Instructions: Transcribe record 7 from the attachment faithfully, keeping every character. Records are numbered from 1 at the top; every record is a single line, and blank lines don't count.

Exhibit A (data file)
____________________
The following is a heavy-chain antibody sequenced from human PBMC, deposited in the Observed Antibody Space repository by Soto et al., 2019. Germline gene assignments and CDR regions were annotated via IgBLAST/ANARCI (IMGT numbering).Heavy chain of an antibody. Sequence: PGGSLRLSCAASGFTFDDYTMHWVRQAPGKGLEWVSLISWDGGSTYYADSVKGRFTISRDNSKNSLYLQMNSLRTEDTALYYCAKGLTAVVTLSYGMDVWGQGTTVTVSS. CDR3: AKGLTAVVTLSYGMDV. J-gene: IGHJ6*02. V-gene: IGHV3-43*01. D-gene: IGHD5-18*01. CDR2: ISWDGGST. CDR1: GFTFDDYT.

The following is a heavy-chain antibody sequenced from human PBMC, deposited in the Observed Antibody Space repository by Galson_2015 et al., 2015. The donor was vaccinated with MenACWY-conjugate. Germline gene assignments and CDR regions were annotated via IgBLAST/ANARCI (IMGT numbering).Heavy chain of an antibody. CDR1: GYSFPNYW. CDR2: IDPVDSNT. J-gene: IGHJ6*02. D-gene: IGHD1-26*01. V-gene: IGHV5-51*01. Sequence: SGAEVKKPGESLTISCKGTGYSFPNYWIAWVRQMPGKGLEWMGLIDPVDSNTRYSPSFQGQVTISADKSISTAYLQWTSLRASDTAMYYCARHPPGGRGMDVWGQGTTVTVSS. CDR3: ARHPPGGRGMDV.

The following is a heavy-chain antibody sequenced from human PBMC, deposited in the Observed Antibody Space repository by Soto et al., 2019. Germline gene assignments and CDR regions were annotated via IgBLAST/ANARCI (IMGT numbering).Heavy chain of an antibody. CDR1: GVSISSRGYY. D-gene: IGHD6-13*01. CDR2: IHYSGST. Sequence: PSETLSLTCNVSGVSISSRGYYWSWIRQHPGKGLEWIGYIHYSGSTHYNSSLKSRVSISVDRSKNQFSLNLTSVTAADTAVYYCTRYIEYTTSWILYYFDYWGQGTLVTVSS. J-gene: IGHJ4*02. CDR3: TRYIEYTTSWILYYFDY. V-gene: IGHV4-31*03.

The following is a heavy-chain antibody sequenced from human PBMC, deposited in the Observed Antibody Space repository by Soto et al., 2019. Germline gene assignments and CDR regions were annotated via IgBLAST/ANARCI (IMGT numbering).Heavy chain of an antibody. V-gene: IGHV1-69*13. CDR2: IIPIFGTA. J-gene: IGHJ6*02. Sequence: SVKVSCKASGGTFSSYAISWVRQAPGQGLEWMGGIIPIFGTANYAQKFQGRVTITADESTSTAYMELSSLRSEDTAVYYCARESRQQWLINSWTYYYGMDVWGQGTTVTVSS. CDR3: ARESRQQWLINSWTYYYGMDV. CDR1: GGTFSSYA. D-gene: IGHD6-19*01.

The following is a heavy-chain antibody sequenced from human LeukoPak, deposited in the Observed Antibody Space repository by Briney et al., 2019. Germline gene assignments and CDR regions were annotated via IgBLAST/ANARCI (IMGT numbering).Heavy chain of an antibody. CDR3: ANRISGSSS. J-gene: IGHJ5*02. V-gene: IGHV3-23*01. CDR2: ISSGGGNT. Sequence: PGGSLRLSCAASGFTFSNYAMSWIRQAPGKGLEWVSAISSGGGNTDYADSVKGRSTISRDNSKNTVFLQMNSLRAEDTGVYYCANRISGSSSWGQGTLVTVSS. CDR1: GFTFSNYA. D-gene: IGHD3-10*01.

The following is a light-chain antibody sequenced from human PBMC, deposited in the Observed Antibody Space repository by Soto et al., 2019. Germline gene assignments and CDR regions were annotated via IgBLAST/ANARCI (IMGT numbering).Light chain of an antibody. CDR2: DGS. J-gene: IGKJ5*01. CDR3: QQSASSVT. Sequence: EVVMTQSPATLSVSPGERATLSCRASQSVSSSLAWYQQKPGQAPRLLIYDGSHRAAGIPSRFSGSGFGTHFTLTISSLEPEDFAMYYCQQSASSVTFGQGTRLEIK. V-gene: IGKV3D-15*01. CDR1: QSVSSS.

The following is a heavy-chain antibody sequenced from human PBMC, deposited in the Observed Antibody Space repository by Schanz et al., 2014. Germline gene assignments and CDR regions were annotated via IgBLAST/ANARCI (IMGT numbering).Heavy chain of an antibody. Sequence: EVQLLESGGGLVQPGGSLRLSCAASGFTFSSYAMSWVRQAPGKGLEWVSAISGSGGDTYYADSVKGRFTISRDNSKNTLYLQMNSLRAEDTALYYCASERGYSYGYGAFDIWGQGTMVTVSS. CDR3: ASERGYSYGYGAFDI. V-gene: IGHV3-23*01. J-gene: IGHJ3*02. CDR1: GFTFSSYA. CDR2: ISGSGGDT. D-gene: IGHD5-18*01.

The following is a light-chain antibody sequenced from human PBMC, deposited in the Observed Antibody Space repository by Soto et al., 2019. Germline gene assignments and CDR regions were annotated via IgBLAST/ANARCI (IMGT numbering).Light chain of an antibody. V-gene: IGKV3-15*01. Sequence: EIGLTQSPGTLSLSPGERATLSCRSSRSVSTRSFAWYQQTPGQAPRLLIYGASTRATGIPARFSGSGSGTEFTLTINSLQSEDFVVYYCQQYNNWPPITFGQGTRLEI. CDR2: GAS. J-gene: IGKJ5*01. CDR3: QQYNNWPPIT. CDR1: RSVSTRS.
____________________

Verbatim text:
The following is a heavy-chain antibody sequenced from human PBMC, deposited in the Observed Antibody Space repository by Schanz et al., 2014. Germline gene assignments and CDR regions were annotated via IgBLAST/ANARCI (IMGT numbering).Heavy chain of an antibody. Sequence: EVQLLESGGGLVQPGGSLRLSCAASGFTFSSYAMSWVRQAPGKGLEWVSAISGSGGDTYYADSVKGRFTISRDNSKNTLYLQMNSLRAEDTALYYCASERGYSYGYGAFDIWGQGTMVTVSS. CDR3: ASERGYSYGYGAFDI. V-gene: IGHV3-23*01. J-gene: IGHJ3*02. CDR1: GFTFSSYA. CDR2: ISGSGGDT. D-gene: IGHD5-18*01.